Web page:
Whoa! Looks like the daily mean water level in Vancouver for that 20-year period was...about 3.1 metres, give or take a couple of centimetres. And there's still not much fluctuation year to year.
Well, haven't we undergone catastrophic anthropogenic global warming in the past few decades? Isn't climate change unprecedented? Doth not the apocalypse loom over us, threatening to swamp low-lying lotus-land?
Nope. For the past 50 years, the daily mean water level at the Port of Vancouver has been about 3.1 metres, give or take a few centimetres. Just as with the preceding half-century, annual variation has gone from an absolute low of about 2.55 metres (in 2007 - remember, during the period of "unprecedented warming") to an absolute high of about 3.8 metres (in 1982, before the "unprecedented warming" was realling getting under way).
Just to make the point more obvious, here's the 50-year chart with a trendline added.
WHOA, lookit that trend! Really skyrocketing off the chart, isn't it? At this rate, Vancouver will be underwater...well, never.
For the record, see if you can detect any correlation between atmospheric CO2 concentration, which has been rising steadily for the past century, and the daily mean water level at the Port of Vancouver, which hasn't changed at all. Then ask yourself how credible are the arguments of the pro-AGW theorists when they tell you that human CO2 emissions are making the oceans rise.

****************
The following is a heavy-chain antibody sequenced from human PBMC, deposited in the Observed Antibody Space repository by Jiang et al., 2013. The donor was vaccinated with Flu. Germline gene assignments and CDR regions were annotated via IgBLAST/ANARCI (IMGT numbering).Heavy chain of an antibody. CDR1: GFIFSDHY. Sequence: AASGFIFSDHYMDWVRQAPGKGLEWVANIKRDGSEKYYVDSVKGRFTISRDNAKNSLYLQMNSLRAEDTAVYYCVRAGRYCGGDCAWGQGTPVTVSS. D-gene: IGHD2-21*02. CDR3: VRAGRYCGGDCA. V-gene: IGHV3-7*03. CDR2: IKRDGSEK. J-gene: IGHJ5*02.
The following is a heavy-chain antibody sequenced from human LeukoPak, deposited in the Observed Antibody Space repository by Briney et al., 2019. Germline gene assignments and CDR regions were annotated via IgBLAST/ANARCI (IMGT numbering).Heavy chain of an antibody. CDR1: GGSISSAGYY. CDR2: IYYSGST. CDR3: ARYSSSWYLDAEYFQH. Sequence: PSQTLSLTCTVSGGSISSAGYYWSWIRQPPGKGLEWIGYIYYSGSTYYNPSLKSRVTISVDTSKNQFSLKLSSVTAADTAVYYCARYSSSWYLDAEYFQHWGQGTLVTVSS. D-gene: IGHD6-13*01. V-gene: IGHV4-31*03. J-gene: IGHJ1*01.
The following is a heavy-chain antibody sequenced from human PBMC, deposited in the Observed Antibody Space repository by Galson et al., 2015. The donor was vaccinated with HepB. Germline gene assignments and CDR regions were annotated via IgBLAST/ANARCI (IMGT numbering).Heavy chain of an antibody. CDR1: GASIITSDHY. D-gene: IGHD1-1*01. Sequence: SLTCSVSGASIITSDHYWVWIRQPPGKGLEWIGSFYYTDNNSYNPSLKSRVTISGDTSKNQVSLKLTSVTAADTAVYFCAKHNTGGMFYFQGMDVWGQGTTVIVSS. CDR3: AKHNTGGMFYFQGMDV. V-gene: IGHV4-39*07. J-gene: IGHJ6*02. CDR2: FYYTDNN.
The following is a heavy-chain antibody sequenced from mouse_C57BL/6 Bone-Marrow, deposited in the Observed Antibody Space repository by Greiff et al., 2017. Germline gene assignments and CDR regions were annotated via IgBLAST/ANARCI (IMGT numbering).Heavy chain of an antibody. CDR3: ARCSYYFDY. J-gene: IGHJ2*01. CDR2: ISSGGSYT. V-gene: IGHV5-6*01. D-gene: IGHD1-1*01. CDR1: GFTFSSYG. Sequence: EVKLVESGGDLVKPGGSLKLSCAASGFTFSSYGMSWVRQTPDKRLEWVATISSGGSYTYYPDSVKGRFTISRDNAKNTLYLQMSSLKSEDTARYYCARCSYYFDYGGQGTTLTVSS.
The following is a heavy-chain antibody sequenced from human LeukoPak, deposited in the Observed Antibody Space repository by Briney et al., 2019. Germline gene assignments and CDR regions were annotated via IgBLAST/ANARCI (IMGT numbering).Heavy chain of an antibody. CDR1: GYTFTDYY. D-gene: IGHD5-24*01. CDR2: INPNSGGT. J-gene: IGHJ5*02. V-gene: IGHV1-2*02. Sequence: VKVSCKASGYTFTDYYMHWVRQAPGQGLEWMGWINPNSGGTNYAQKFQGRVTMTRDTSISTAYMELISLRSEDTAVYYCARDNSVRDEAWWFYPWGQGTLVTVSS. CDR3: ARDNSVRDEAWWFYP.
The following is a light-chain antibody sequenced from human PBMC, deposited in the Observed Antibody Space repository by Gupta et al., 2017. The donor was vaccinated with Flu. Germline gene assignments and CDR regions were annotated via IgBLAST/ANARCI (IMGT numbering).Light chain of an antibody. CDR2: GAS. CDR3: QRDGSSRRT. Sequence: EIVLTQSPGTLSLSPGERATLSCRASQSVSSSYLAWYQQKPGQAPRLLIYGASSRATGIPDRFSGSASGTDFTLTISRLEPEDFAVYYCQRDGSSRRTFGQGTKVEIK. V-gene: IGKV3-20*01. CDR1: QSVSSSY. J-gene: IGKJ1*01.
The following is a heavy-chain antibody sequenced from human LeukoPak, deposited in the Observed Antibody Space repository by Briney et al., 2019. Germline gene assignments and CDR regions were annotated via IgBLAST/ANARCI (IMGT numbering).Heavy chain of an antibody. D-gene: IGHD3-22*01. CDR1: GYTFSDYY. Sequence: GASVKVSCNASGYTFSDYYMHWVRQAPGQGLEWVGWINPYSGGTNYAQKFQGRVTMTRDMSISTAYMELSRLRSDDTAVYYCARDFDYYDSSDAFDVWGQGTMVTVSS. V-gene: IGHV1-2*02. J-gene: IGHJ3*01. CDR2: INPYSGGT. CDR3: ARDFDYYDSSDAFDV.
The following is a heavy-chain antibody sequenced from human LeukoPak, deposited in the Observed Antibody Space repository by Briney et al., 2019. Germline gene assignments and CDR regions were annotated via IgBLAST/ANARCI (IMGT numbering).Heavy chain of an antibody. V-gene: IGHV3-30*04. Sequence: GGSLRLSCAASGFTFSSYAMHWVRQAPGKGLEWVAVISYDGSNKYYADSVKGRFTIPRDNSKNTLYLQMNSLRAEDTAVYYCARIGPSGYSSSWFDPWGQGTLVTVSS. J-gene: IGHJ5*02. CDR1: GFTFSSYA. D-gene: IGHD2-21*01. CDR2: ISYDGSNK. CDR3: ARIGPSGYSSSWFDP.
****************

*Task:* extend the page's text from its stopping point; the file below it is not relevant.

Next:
Of course, if anyone were to actually publish empirical data like this, it would rather undercut the B.C. government's arguments about the urgency of addressing anthropogenic climate change, and make people start to question the need for an $18.2 million dollar taxpayer-funded shell-game. Or maybe not; bureaucratic mandarins have been sweeping empirical evidence under the carpet in order to not upset the global warming apple-cart for so long now that it's probably instinctive.
I mentioned the subject of carbon credits in the context of a discussion of the historical parallels to global warming alarmism here; it's no accident that I framed part of that discussion with quotes from Chaucer's Pardoner's Tale:
I stand up like a scholar in pulpit,
And when the uneducated people all do sit,
I preach, as you have heard me say before,
And tell a hundred false jokes, less or more.
Of avarice and of all such wickedness
Is all my preaching, thus to make them free
With offered pence, the which pence come to me.
For my intent is only pence to win,
And not at all for punishment of sin.
Future generations are going to look back on our obsession with carbon credits the same way we look back on the tulip mania and the South Sea scandal, and on things like radium pills, phrenology, galvanism, phlogiston, Lamarckian and Lysenkoist genetics, psychoanalysis, and mesmerism.
Meanwhile, let's not forget what Martin Luther had to say on the logic and wisdom of paying money in order to receive an intangible guarantee of remission of sin, at Wittenberg in 1517:
27. They preach only human doctrines who say that as soon as the money clinks into the money chest, the soul flies out of purgatory;
31. The man who actually buys indulgences is as rare as he who is really penitent; indeed, he is exceedingly rare.